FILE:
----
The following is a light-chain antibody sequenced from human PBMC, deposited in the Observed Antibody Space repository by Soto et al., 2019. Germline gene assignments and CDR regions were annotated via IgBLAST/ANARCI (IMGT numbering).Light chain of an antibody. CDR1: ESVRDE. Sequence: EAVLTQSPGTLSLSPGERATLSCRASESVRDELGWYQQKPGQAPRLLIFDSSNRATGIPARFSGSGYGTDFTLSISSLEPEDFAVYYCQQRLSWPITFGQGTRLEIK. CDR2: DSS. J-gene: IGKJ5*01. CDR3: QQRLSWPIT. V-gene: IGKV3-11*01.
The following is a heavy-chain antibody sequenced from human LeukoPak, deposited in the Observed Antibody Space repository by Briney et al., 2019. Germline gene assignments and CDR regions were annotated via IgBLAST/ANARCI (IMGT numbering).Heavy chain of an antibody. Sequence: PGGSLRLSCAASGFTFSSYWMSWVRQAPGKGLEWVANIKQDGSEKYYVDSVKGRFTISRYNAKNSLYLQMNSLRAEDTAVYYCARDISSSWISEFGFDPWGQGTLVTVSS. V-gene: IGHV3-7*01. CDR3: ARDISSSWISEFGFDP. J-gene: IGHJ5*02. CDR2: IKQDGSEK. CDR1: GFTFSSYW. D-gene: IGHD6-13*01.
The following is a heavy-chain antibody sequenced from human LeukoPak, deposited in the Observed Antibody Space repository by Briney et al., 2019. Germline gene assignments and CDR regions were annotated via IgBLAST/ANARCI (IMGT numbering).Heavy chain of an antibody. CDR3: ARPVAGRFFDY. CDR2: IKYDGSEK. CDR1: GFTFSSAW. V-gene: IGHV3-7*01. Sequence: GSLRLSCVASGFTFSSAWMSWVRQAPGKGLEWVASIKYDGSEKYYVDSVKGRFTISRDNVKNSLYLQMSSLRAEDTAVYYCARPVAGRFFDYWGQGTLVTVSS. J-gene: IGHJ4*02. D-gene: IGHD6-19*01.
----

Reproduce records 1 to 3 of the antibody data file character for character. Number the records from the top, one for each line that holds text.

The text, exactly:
The following is a light-chain antibody sequenced from human PBMC, deposited in the Observed Antibody Space repository by Soto et al., 2019. Germline gene assignments and CDR regions were annotated via IgBLAST/ANARCI (IMGT numbering).Light chain of an antibody. CDR1: ESVRDE. Sequence: EAVLTQSPGTLSLSPGERATLSCRASESVRDELGWYQQKPGQAPRLLIFDSSNRATGIPARFSGSGYGTDFTLSISSLEPEDFAVYYCQQRLSWPITFGQGTRLEIK. CDR2: DSS. J-gene: IGKJ5*01. CDR3: QQRLSWPIT. V-gene: IGKV3-11*01.
The following is a heavy-chain antibody sequenced from human LeukoPak, deposited in the Observed Antibody Space repository by Briney et al., 2019. Germline gene assignments and CDR regions were annotated via IgBLAST/ANARCI (IMGT numbering).Heavy chain of an antibody. Sequence: PGGSLRLSCAASGFTFSSYWMSWVRQAPGKGLEWVANIKQDGSEKYYVDSVKGRFTISRYNAKNSLYLQMNSLRAEDTAVYYCARDISSSWISEFGFDPWGQGTLVTVSS. V-gene: IGHV3-7*01. CDR3: ARDISSSWISEFGFDP. J-gene: IGHJ5*02. CDR2: IKQDGSEK. CDR1: GFTFSSYW. D-gene: IGHD6-13*01.
The following is a heavy-chain antibody sequenced from human LeukoPak, deposited in the Observed Antibody Space repository by Briney et al., 2019. Germline gene assignments and CDR regions were annotated via IgBLAST/ANARCI (IMGT numbering).Heavy chain of an antibody. CDR3: ARPVAGRFFDY. CDR2: IKYDGSEK. CDR1: GFTFSSAW. V-gene: IGHV3-7*01. Sequence: GSLRLSCVASGFTFSSAWMSWVRQAPGKGLEWVASIKYDGSEKYYVDSVKGRFTISRDNVKNSLYLQMSSLRAEDTAVYYCARPVAGRFFDYWGQGTLVTVSS. J-gene: IGHJ4*02. D-gene: IGHD6-19*01.